Adjustment of the molecular weight can be effected by a post-treatment, for example, a heat treatment or a γ-ray irradiation.

A polyhydroxyalkanoate would undergo a decrease in its molecular weight when irradiated with an ionizing radiation, and in particular, γ-ray. In FIG. 1, number average molecular weight of poly(3-hydroxybutyrate), which is a species of poly(β-hydroxyalkanoate)s, is plotted in relation to dose of the γ-ray emitted from cobalt 60. As apparent from the curve of FIG. 1, the number average molecular weight, which is 275,000 before the irradiation of the γ-ray, would decrease in accordance with an increase in the dose of the irradiation to 20,000, which is less than one tenth of the initial molecular weight, by the irradiation of 10 Mrad or the γ-ray. It would be readily appreciated that the molecular weight of the composition can be reduced to any desired degree by controlling the dose of the γ-ray irradiation regardless of the number average molecular weight of the composition before the γ-ray treatment.

The poly(3-hydroxybutyrate) would also undergo a decrease in its molecular weight when it is heated to a temperature in excess of about 160° C. although its melting point is 180° C. In FIG. 2, number average molecular weight of the poly(3-hydroxybutyrate) is plotted in relation to the period of the heat treatment. According to the curves of FIG. 2, the number average molecular weight would be reduced to about one fourth of its initial value upon heat treating at 175° C. for 20 minutes, and to about one half of its initial value upon treating at 190° C. for 1 minute.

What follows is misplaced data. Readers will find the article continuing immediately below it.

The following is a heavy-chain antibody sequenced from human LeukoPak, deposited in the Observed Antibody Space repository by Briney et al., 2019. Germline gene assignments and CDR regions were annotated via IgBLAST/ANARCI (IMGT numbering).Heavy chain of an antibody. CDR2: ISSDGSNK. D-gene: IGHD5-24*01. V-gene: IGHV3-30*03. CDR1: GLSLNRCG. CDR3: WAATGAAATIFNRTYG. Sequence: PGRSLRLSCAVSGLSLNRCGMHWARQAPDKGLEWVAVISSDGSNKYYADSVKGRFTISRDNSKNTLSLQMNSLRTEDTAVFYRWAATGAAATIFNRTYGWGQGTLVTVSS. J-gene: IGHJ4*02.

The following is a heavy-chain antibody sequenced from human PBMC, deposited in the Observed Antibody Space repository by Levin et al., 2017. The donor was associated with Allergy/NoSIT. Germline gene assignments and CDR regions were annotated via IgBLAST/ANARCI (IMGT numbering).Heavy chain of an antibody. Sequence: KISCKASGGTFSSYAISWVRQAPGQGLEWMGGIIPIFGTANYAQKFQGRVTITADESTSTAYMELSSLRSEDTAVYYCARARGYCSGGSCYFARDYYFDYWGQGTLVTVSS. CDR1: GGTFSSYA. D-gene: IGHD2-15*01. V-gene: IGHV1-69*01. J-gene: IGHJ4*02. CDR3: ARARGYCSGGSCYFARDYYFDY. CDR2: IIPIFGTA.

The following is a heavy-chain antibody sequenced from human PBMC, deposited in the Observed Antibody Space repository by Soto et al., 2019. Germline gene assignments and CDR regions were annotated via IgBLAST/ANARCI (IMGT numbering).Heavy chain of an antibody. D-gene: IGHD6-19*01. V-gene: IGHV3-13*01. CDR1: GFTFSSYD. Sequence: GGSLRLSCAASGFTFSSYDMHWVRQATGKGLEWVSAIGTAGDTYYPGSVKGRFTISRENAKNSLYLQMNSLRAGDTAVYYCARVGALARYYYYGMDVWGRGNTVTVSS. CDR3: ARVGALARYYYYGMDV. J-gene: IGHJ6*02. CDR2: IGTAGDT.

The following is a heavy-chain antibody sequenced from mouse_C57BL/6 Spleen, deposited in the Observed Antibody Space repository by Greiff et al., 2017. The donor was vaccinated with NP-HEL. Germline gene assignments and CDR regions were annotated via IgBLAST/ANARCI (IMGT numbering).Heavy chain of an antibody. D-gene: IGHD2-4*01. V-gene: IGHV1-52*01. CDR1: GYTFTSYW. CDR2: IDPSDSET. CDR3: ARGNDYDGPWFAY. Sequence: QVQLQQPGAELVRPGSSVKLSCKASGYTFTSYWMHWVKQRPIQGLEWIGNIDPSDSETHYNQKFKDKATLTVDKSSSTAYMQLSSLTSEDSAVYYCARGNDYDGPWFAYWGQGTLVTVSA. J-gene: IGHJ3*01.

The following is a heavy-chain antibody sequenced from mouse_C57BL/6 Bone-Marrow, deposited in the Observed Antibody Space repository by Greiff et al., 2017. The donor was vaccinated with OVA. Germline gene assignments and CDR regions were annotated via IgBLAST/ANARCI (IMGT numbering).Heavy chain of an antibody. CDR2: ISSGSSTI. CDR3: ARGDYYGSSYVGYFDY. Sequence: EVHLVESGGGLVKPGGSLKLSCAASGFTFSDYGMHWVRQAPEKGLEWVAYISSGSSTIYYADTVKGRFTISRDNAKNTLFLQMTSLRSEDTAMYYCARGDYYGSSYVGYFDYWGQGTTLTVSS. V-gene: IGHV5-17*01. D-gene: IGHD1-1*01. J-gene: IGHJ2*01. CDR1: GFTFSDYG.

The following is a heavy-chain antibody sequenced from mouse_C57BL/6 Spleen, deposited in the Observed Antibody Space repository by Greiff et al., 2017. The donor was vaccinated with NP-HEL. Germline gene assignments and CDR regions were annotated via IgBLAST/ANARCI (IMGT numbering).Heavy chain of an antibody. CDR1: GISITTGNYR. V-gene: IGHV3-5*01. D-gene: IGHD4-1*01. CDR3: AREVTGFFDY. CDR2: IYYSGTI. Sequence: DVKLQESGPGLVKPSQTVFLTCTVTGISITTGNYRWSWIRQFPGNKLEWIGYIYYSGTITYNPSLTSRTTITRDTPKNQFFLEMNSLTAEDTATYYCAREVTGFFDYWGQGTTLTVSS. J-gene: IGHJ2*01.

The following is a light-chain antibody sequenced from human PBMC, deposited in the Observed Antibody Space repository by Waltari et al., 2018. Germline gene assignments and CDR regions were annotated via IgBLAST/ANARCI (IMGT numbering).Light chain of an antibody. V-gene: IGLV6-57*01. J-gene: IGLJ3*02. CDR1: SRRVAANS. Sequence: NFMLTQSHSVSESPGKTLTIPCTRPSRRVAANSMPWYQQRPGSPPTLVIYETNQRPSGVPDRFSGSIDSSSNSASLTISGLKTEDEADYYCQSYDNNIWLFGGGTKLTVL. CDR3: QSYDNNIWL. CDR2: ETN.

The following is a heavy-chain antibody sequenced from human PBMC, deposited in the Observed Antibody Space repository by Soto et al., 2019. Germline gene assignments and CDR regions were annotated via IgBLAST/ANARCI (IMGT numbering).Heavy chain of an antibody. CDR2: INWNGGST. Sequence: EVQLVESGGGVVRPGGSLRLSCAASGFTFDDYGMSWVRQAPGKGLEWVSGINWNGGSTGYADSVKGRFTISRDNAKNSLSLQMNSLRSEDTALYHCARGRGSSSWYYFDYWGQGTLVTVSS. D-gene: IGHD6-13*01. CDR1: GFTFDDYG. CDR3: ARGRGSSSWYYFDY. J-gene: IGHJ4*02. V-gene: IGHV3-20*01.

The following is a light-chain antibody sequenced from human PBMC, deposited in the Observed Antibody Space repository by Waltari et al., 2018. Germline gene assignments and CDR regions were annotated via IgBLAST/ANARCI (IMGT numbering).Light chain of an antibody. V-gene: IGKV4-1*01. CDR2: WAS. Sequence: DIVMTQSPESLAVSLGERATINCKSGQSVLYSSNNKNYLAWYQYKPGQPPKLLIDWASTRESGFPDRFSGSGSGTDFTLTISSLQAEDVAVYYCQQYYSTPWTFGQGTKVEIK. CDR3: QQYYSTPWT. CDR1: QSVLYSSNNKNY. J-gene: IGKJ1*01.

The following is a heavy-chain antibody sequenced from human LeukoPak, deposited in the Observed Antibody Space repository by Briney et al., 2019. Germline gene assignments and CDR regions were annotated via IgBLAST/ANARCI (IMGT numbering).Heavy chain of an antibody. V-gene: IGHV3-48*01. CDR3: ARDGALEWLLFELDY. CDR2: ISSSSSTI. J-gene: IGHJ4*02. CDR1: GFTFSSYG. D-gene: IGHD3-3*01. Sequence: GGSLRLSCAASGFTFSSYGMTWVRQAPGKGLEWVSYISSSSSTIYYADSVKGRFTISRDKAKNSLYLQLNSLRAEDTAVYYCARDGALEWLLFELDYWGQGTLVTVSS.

Similar results were obtained for 3-hydroxybutyrate-3-hydroxyvalerate copolymer and 3-hydroxybutyrate-4-hydroxybutyrate copolymer although the results are not depicted.

The molecular weight of the composition can be adjusted to any desired degree by a heat treatment as well as the irradiation with γ-ray. It should be noted, however, that the molecular weight can not be increased by any of such methods. The poly(3- and the poly(4-hydroxyalkanoate) would also undergo a decrease in their molecular weight when they are treated in an acidic solution such as sulfuric acid, hydrochloric acid, hypochlorous acid, or perchloric acid; or in an alkaline solution such as sodium hydroxide or potassium hydroxide, and their number average molecular weight can be similarly reduced to the desired value by adequately selecting the conditions of the treatment to thereby adjust the period required for their biodegradation.

Some experimental examples are hereinafter described.

EXPERIMENT 1

Poly(3-hydroxybutyrate) (number average molecular weight, Mn of 275,000) purchased from Aldrich Corporation in an amount of 0.6 g was fully dissolved in 30 ml of chloroform (guaranteed grade; manufactured by Wako Pharmaceutical K.K.). The resulting solution was cast into a glass Petri dish to obtain a film having a thickness of from 50 to 70 μm after evaporation of the chloroform. The thus obtained film was irradiated with 1 Mrad of γ-ray emitted from cobalt 60. The number average molecular weight was then reduced to 100,000. The number average molecular weight was measured by liquid chromatography using LC-6A manufactured by Simadzu Seisakusho Ltd. having secured thereto a column, Shodex GPC-80M manufactured by Showa Denko K.K. using a differential refractometer for the detector, solvent of chloroform, and a standard of polystyrene.

EXPERIMENT 2